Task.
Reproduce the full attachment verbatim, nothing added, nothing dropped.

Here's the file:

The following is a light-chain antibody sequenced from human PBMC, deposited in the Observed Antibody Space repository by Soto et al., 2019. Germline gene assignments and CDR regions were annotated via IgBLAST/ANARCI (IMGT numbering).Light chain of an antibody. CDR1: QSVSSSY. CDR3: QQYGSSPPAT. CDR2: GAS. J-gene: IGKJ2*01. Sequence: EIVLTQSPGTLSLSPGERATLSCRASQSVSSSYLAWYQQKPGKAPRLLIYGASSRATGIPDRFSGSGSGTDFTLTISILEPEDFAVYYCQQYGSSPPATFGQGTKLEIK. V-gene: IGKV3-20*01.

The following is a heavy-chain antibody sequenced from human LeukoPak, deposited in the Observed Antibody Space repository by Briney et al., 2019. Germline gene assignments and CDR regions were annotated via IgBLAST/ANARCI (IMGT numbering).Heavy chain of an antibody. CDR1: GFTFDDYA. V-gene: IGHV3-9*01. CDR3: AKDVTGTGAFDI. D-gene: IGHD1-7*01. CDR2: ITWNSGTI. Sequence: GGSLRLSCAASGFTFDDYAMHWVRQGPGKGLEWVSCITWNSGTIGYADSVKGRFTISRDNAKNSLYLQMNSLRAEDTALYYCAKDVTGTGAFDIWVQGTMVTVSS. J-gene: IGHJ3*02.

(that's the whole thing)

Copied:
The following is a light-chain antibody sequenced from human PBMC, deposited in the Observed Antibody Space repository by Soto et al., 2019. Germline gene assignments and CDR regions were annotated via IgBLAST/ANARCI (IMGT numbering).Light chain of an antibody. CDR1: QSVSSSY. CDR3: QQYGSSPPAT. CDR2: GAS. J-gene: IGKJ2*01. Sequence: EIVLTQSPGTLSLSPGERATLSCRASQSVSSSYLAWYQQKPGKAPRLLIYGASSRATGIPDRFSGSGSGTDFTLTISILEPEDFAVYYCQQYGSSPPATFGQGTKLEIK. V-gene: IGKV3-20*01.

The following is a heavy-chain antibody sequenced from human LeukoPak, deposited in the Observed Antibody Space repository by Briney et al., 2019. Germline gene assignments and CDR regions were annotated via IgBLAST/ANARCI (IMGT numbering).Heavy chain of an antibody. CDR1: GFTFDDYA. V-gene: IGHV3-9*01. CDR3: AKDVTGTGAFDI. D-gene: IGHD1-7*01. CDR2: ITWNSGTI. Sequence: GGSLRLSCAASGFTFDDYAMHWVRQGPGKGLEWVSCITWNSGTIGYADSVKGRFTISRDNAKNSLYLQMNSLRAEDTALYYCAKDVTGTGAFDIWVQGTMVTVSS. J-gene: IGHJ3*02.